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Organisational Theory & Information Systems Seminar Series


Seminar – Mind the gap: responding to the grand challenge of displacement through field bridging

12:30 - 14:00

Professor Christine Beckman, USC

Grand challenges are not confined to clear field boundaries and responses to these problems increasingly require actors from different fields to interact and organise their actions. We theorise how a boundary practice fosters inter-field interactions in the context of a grand challenge where no singular field actor has sufficient influence to guide the interactions. Building from theoretical discussions of fields and inter-field interactions, we conduct a qualitative study involving interviews and in-depth archival research to examine the bridging of the humanitarian and development fields in response to the problem of global displacement. We describe how a boundary practice, cash-based assistance, fosters flexible engagement and a shared structure for distributed field interactions while allowing each field to retain its separate functions. Cash-based assistance simultaneously enables deep inter-field engagements in situ and broad engagements in scale through three mechanisms: knotting, latching and mushrooming. These mechanisms work to bridge the humanitarian and development fields through ideational, pragmatic, and relational field bridging. Our study offers theoretical contributions to emerging studies on interactions between fields and to our understanding of grand challenges.



Seminar – Rhetorical strategies of authenticity: social value judgements in the emerging contest over cellular meat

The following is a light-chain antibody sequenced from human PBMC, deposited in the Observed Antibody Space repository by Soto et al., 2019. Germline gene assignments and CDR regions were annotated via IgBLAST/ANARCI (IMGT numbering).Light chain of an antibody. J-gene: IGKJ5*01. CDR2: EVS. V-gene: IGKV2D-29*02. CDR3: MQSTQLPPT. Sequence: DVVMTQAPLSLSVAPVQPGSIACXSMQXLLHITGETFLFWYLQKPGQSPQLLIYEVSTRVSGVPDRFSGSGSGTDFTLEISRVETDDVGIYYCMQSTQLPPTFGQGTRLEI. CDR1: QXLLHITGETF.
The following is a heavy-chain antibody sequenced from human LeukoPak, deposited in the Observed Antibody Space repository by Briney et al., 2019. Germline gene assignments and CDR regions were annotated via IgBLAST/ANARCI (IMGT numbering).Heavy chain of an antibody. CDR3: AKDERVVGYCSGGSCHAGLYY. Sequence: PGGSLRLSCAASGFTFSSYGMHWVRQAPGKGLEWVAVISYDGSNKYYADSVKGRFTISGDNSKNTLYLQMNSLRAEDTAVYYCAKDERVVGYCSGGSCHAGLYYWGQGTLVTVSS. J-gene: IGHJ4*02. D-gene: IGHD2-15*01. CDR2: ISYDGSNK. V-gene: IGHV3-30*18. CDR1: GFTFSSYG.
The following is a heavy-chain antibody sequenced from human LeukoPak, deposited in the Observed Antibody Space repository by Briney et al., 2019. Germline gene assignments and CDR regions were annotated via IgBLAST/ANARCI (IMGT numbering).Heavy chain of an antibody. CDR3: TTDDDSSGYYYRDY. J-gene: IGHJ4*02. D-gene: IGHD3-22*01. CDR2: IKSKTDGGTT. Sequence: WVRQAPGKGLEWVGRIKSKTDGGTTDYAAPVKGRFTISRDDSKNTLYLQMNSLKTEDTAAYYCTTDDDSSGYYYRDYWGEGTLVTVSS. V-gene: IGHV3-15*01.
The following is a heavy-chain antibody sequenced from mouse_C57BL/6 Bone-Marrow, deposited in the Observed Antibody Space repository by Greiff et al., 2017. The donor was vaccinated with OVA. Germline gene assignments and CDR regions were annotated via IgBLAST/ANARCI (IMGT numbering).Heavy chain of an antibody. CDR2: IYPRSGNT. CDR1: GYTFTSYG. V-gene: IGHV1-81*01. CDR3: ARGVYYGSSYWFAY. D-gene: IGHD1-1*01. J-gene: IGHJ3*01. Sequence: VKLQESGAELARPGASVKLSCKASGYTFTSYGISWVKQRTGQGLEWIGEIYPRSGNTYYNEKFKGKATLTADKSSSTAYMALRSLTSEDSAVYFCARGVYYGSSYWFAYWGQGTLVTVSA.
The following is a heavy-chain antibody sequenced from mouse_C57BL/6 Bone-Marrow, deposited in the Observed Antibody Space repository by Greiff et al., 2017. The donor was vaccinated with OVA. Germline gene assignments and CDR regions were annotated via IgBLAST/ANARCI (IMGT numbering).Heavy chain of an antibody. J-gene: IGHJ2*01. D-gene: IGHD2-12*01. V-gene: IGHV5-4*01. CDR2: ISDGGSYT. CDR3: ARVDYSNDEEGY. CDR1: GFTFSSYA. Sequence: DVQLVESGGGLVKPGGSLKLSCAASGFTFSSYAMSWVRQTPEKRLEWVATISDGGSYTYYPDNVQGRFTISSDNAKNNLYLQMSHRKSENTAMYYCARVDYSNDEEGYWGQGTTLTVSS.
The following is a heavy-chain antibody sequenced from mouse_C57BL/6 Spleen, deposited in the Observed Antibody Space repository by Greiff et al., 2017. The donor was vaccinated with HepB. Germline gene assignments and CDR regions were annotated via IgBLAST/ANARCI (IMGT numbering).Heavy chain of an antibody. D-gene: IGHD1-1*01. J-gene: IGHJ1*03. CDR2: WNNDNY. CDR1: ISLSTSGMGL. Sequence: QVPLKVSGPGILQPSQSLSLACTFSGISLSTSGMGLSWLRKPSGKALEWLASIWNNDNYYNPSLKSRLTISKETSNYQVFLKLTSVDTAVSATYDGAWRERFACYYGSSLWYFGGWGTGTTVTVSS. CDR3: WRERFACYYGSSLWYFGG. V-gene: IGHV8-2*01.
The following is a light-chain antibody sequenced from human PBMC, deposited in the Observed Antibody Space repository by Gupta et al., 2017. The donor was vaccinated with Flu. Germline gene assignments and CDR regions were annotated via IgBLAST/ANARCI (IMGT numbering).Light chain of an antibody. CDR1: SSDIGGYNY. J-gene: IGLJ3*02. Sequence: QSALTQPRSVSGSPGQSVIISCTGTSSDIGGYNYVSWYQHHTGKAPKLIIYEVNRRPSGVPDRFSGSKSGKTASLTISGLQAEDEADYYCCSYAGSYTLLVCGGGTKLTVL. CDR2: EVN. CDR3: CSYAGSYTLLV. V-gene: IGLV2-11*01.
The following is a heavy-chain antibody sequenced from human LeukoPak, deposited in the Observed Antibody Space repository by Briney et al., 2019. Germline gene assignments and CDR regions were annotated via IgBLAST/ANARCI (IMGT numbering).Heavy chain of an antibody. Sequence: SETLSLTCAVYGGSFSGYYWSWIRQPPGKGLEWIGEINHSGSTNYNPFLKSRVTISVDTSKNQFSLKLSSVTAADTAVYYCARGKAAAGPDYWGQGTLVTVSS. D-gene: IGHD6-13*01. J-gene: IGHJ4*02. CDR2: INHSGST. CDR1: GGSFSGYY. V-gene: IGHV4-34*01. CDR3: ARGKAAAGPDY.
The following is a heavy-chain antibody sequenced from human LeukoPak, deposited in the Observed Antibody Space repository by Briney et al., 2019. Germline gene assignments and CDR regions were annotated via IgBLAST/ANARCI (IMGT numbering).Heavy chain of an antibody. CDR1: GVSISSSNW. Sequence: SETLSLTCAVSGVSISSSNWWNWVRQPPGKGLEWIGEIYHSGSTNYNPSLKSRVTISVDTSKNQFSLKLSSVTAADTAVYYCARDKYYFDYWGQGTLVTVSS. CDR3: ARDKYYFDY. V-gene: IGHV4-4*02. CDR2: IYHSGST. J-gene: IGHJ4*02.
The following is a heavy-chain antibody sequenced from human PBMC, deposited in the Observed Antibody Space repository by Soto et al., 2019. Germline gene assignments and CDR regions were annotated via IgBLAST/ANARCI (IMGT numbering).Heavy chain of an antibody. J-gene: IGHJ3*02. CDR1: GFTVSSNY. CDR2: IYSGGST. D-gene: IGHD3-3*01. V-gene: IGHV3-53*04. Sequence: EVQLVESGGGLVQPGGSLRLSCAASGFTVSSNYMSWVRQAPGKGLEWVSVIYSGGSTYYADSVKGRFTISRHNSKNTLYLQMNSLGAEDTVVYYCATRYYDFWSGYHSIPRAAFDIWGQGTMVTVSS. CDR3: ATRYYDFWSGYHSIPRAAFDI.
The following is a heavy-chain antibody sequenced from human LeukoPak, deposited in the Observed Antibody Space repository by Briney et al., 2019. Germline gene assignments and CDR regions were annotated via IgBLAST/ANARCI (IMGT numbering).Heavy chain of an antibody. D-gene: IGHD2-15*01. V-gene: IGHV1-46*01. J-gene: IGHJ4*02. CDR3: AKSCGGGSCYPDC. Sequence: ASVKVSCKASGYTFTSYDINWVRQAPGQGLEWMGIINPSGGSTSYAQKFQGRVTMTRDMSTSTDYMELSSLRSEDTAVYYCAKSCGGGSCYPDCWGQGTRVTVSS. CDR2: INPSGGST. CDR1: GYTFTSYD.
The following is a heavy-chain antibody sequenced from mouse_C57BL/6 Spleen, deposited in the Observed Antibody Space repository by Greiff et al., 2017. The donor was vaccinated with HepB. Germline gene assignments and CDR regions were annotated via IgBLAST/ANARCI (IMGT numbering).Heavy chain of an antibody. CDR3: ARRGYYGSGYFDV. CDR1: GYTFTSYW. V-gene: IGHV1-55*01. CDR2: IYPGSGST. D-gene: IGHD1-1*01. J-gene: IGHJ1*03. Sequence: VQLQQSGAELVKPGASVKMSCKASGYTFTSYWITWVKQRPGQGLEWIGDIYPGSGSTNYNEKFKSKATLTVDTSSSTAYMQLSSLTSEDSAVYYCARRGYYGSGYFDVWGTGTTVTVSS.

12:30 - 14:00

Roy Suddaby, Professor, University of Victoria, Washington State University and University of Liverpool

This paper analyses the role of authenticity in processes of technological innovation and new market creation. In 2005 Professor Mark Post of Maastricht University, supported by funding from Google’s Sergey Brin, created the world’s first cultured beef burger, a technological innovation by which embryonic stem cells of animals are engineered to induce the growth of muscle cells in a cell culture media, a process now known as cellular agriculture. The capacity to culture meat in a lab is an innovation that threatens to disrupt traditional animal husbandry in agriculture but holds the promise to solve many of the problems created by modern industrial meat production. It has initiated growing competition between incumbent agribusiness actors and upstart cellular producers. It has also initiated a less predictable, but equally important disruption in the value and identity claims of social groups whose mission is to contest traditional methods of animal husbandry because of the ethical, environmental and health issues created by traditional methods of animal food production. (more…)